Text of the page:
Here’s a closer look at some of the top business stories in the cannabis industry from the past week:
Entrepreneurs, cannabis organizations and existing marijuana companies are flocking to Colorado, hoping to capitalize on its thriving recreational market or simply establish a presence in the epicenter of the industry.
Just this week, the National Organization for the Reform of Marijuana Laws (NORML) opened its first-ever satellite office…in Denver. It now shares a building with WeedMaps – which relocated its headquarters to Colorado from California in late 2012.
Other cannabis-related companies have moved their headquartersto Colorado or opened divisions there recently as well, while hundreds of entrepreneurs from across the country have packed their bags and relocated to the state to start companies. At the same time, Colorado will play host to half-a-dozen cannabis-related business and investment conferences this year – vs. virtually none in 2013.
Justin Hartfield, the co-founder of WeedMaps, said his team decided to move the company to Denver even before the vote to legalize recreational cannabis because Colorado “was already a hub of innovation in the marijuana industry.” He added that the for-profit status of the state’s medical marijuana industry and the “generally smart laws” that regulators and industry leaders have adopted factored into the decision as well.
“Colorado has definitely been much more business friendly to the industry than say Washington, which also legalized marijuana but is still struggling with [creating] a workable arrangement between patients, government officials and business leaders,” Hartfield said. “I’ve also met many smart entrepreneurs from places like New York, Boston and even Los Angeles that have moved their families to Colorado because of the legal business opportunities.”
This is yet another benefit of strict regulations on the cannabis industry at a state level, something that California and some other markets don’t yet have.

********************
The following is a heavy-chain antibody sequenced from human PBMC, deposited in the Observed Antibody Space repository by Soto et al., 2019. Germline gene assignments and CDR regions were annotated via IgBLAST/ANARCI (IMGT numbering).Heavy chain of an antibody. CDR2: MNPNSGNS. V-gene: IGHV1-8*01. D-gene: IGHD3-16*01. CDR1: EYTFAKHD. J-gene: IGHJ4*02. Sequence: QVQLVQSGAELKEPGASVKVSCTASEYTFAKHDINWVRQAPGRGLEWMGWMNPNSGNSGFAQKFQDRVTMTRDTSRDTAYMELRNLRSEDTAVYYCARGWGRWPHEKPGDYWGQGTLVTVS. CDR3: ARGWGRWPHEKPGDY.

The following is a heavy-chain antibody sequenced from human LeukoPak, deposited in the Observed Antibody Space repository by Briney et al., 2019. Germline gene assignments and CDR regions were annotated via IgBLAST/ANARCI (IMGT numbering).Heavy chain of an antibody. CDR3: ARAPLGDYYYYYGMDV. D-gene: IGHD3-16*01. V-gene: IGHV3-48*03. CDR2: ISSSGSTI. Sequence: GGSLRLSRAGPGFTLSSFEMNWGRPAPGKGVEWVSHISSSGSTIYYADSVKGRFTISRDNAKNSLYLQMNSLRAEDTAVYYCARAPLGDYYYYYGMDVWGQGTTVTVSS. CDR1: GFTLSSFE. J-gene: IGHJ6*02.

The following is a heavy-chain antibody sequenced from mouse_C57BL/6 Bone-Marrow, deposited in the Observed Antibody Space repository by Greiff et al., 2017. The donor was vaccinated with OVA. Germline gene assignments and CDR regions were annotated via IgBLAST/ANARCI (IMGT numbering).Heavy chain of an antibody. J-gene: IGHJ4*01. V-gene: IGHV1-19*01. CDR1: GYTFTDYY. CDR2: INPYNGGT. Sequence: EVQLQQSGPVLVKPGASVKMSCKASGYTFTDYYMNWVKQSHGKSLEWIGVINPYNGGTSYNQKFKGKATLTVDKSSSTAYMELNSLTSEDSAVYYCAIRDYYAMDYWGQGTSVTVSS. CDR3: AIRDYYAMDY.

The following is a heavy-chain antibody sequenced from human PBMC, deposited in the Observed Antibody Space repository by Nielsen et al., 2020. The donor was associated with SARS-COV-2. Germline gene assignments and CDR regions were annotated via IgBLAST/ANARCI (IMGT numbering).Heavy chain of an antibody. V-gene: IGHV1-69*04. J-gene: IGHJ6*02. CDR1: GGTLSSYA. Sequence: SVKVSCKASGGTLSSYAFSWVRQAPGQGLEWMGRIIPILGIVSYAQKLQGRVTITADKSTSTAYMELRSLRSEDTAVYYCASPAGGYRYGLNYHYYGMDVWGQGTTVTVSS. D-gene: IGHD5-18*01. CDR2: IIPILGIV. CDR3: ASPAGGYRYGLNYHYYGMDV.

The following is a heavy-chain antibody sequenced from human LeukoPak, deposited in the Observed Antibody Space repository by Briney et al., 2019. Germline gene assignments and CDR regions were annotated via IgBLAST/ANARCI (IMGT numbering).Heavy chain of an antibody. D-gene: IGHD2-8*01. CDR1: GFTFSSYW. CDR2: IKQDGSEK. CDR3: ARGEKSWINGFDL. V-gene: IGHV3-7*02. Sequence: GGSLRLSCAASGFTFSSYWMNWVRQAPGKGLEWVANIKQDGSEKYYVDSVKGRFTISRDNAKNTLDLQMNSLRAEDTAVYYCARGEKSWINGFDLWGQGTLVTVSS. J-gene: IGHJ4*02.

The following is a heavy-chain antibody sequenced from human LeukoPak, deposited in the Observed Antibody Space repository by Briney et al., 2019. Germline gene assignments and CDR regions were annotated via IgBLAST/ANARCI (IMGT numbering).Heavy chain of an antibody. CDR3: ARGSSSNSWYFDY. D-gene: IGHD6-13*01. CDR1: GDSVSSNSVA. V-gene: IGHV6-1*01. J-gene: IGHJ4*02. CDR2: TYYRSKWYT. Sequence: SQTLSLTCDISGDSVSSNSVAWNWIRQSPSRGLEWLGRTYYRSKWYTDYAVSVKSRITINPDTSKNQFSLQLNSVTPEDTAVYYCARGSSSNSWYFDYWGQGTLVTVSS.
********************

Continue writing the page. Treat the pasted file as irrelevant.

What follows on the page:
Green Rush in Canada
Canada is well on its way to creating a thriving medical marijuana industry.
As we reported this week, the country’s health department has received nearly 900 applications for licenses to grow and distribute cannabis. At the current rate that applications are being submitted – about 25 a week – the total will surpass 1,000 shortly.
Under Canada’s new MMJ program, licensed growers not only cultivate marijuana, they also distribute it to patients via courier services or mail.
The health department has only approved 13 applications so far – while rejecting 149 and returning several hundred more that were incomplete. That leaves roughly 300 applications still awaiting a ruling.
The country has not set a limit on how many licenses it will dole out, so theoretically there could be hundreds of cultivation sites. Whether that many can meet the regulatory requirements needed to obtain a license – or even survive if they do receive approval – is another question.
Several dozen large producers will likely dominate the market, with some medium-size and smaller growers possibly sprinkled across the country.
Still, it’s clear that entrepreneurs – both in Canada and the United States – see plenty of potential in what is projected to eventually become a $1.3 billion market.
Beware Big Tobacco, Big Alcohol…Big Everything
Marijuana professionals have long feared that tobacco, alcohol and pharmaceutical companies will invade the cannabis industry and snatch away business from those who built up the sector.
It’s a valid concern: A new report found that tobacco companies first explored developing cannabis products in the late 1960s and early 1970s, when it appeared the nation could legalize marijuana. Yet these companies denied their interest at the time.
The report concludes that Big Tobacco will be ready to enter the cannabis sector if and when the legal situation surrounding it shifts – even though these companies currently deny interest in the marijuana market (sound familiar?).
They’d be silly not to: The opportunity to tap a brand new industry with enormous potential comes along once a generation.
Cannabis sales will hit $2.1 billion t0 $2.6 billion this year and could surpass $8 billion by 2018, according to the Marijuana Business Factbook 2014. If the federal government legalizes marijuana or at least changes the law to clearly allow states to decide the issue, you can bet big companies from almost every industry will be looking at cannabis plays.
Along these lines, the Wine & Spirits Daily Summit – held this week in Denver – featured a panel on cannabis (which we participated in). We spoke with numerous professionals from the wine and alcohol industry at the event who are actively looking at the marijuana space and exploring how they can get involved.
It might not be long before you’re competing against the Phillip Morrises, Anheuser-Busches, Pfizers and Coca-Colas of the world.
So, what do you think?